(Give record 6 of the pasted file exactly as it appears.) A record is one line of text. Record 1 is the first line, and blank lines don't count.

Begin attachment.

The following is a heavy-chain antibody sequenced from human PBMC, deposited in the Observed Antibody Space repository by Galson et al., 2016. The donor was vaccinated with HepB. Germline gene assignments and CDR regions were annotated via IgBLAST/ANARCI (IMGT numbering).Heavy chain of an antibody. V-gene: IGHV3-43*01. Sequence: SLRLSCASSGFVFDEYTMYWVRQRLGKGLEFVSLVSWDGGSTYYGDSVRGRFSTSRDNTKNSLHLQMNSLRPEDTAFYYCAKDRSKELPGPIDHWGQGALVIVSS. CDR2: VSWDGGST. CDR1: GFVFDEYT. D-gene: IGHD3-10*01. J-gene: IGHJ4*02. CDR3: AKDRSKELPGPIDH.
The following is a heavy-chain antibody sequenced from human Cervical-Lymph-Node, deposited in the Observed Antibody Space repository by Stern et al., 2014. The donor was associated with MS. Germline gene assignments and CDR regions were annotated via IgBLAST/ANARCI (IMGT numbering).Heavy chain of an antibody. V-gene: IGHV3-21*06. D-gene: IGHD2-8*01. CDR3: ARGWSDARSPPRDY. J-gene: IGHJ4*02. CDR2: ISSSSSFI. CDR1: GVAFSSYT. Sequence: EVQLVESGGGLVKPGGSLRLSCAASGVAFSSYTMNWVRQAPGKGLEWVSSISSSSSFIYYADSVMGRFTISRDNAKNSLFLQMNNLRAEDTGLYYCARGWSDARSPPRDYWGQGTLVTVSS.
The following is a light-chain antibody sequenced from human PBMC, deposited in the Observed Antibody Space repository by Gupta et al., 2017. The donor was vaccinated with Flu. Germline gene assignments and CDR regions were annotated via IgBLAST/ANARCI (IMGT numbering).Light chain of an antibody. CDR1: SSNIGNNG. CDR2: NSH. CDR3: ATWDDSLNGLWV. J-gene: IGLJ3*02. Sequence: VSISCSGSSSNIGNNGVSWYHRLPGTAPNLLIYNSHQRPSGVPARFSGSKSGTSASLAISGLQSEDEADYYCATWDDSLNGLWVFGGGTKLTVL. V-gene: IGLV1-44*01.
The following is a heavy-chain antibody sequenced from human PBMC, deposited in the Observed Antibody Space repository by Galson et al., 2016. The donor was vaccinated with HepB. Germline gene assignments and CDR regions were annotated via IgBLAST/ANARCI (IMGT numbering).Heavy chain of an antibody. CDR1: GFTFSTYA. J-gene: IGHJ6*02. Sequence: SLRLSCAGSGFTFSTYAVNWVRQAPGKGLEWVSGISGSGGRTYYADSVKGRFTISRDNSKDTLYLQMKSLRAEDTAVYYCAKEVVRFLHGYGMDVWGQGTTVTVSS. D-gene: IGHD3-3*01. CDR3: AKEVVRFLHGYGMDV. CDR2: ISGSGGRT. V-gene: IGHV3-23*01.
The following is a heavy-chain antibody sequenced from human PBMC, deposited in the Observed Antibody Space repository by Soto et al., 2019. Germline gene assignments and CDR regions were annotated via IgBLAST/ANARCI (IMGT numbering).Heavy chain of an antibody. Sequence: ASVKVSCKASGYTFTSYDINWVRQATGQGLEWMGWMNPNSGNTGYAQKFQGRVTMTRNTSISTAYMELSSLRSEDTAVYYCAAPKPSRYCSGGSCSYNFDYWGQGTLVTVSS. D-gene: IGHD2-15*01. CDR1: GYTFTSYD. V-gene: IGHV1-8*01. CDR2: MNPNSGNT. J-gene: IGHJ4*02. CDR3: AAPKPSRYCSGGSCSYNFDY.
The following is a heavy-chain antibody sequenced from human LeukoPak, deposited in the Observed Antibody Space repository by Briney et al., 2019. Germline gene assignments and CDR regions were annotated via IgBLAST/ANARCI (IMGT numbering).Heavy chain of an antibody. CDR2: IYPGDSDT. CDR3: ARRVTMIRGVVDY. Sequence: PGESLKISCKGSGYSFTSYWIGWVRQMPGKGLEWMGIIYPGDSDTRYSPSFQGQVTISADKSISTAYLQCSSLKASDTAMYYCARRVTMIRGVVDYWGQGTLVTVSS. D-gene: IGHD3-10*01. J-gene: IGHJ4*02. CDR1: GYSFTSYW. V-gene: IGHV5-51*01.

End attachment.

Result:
The following is a heavy-chain antibody sequenced from human LeukoPak, deposited in the Observed Antibody Space repository by Briney et al., 2019. Germline gene assignments and CDR regions were annotated via IgBLAST/ANARCI (IMGT numbering).Heavy chain of an antibody. CDR2: IYPGDSDT. CDR3: ARRVTMIRGVVDY. Sequence: PGESLKISCKGSGYSFTSYWIGWVRQMPGKGLEWMGIIYPGDSDTRYSPSFQGQVTISADKSISTAYLQCSSLKASDTAMYYCARRVTMIRGVVDYWGQGTLVTVSS. D-gene: IGHD3-10*01. J-gene: IGHJ4*02. CDR1: GYSFTSYW. V-gene: IGHV5-51*01.